Here is an excerpt for my new NaNoWriMo (National Novel Writing Month) work in progress. It's a YA book but it doesn't have anything on the novels my students are writing. If you don't know anything about NaNoWriMo... here's a link. http://www.nanowrimo.org/
LA is nothing like they show in the movies but I didn't know that as I was flying into LAX last summer. Now I know, reality isn't something you watch on tv and celebrities never make their way to Gardena, the suburb I moved to a year ago.
Sure, there are palm trees, sunshine all year round, and the beach is just a few miles away, but Hollywood (even though it's just a few freeway miles to the north) is a completely different LA than the one I moved to.
My Auntie Laine picked me up from the airport that afternoon and for once she wasn't late. Well, she wasn't early either, but she pulled up there at the curb in her little white Audi just as I walked out of the terminal.
She looked nervous. She glanced around the airport like a little squirrel, gave me a quick, rough hug and then grabbed one of my two bags. Her keys jangled as she popped open the truck and as I watched her fumble with my luggage it occurred to me that even though I'd spent every Christmas with my mom's sister, even though she'd come to visit us every summer, I'd never seen her look uncomfortable or uneasy.
Usually, she flew into Portland all tan and golden. She wore jeans and traveled light and always seemed so much younger and hipper than Mom ever did. It was hard to believe Auntie Laine was two years older than Mom, but they were two extremely different people.
First off, Mom had me and my brother Jem. She married Dad right out of college and stayed home to take care of us. Auntie Laine is single. She works out every morning, drinks wine with dinner and watches more tv in one night than we watched in a whole week at our house.
But when Auntie Laine picked me up, and I buckled my seat belt in the passenger seat, I wasn't all that worried about her. I was worried about me. Even though it had been almost a month, I couldn't talk about it, couldn't make the words come out my mouth about what happened to Mom and Dad. I could talk about them no problem, but I still can't talk about that night, what I saw or what I heard once I closed my eyes.
Grandma, she's a psychotherapist, and she says that's okay. When something terrible happens you can put it in a box and lock it up, shove it on a shelf in a closet far away from everyday life. It's called coping and I don't know how I'm coping and when people ask I don't think they really want to know about it so I tell them I'm okay.
It was warm in LA, way warmer than it was in Portland, but it wasn't too hot and Auntie Laine had her sunroof open even with the air conditioning on. The combination made it cool in the car but I could still feel the dry air of LA and smell the exhaust from all the traffic as Auntie Laine pulled away from the curb.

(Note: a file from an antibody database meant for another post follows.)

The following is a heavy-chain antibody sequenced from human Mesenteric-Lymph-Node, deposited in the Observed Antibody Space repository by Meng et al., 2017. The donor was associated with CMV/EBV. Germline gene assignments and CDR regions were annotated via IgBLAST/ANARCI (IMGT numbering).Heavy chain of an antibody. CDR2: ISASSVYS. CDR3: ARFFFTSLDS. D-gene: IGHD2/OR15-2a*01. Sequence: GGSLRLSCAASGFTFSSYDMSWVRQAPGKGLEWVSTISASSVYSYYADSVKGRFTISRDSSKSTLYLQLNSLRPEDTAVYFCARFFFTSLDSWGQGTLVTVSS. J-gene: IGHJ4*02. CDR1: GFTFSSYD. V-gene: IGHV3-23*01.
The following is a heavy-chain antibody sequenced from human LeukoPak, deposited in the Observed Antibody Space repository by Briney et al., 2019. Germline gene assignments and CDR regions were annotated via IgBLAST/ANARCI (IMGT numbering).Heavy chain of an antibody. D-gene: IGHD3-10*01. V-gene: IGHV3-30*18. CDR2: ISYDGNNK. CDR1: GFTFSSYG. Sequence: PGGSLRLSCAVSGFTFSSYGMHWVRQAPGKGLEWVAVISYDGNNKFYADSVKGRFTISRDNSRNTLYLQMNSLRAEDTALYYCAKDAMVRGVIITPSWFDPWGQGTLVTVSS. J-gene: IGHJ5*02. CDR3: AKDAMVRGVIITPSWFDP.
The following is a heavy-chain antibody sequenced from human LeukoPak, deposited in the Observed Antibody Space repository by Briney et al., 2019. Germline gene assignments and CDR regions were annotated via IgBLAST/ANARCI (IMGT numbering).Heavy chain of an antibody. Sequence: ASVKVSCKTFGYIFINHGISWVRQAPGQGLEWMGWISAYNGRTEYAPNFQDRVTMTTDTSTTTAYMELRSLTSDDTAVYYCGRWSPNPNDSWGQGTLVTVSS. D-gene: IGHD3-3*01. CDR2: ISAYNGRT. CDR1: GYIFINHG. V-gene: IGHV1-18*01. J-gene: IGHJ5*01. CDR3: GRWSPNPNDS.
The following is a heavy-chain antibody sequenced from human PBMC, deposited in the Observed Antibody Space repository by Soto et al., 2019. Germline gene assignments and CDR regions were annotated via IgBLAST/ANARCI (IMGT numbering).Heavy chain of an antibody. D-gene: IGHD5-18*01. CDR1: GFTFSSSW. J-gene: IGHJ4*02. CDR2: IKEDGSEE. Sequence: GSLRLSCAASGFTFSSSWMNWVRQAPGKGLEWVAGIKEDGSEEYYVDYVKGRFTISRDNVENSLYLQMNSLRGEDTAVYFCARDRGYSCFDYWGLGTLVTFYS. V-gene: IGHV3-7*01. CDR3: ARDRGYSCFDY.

I wasn't in the room when Grandma and Grandpa, Uncle Kev and Auntie Laine talked about where Jem and I should go. All I know is that it wasn't really up to me or Jem. Who knows what Mom and Dad would have wanted for us under these circumstances. I tried to listen from the tv room where I was watching the Wimbledon final while the adults discussed my fate. Venus and Serena were playing and I didn't know who to root for. I wasn't really watching the match anyway. I was trying to eaves drop on the conversation that would determine where Jem and I would land for the rest of our lives.
Uncle Kev kept saying, "They'd want them together," and Auntie Laine agreed but they also knew that I couldn't stay in town, not after what I'd seen, which was already boxed away and on a shelf in a closet far away so I didn't have to think about it.
I don't know how it was finally decided but I ended up on a plane and the plan was for Jem to come down in a few weeks later, right before school started.
Auntie Laine drove fast and I felt like I had to hold on but didn't because I didn't want her to know she was scaring me to death. The sky above me was perfectly blue and that definitely didn't fit my mood.
"Well, welcome to LA," she said and as I looked over Auntie Laine steered us out of traffic. She put her hand on mine and gave it a squeeze. "We're taking the scenic route home," she said with a smile, but I could tell she was still freaking out. Just like my life had changed completely, so was hers and I didn't how she was feeling about it.
I did know she was missing her sister, maybe as much as I missed my mom, so at least we had that in common.
She turned left and the ocean appeared before us, reflecting sunlight and stretching all the way to the horizon. The palm trees, the sand, sea and sky all made me want to cry just like so many things did lately. But I didn't cry so I wouldn't have to explain that I didn't know why I was crying so I fought back the tears and wondered how Auntie Laine was coping. Did she have a box stored away on a shelf in a closet somewhere or was she handling this differently? I thought about asking her but she seemed preoccupied by driving and finding a parking spot so I figured we'd have time to talk about it some other time. In fact, we had the rest of our lives.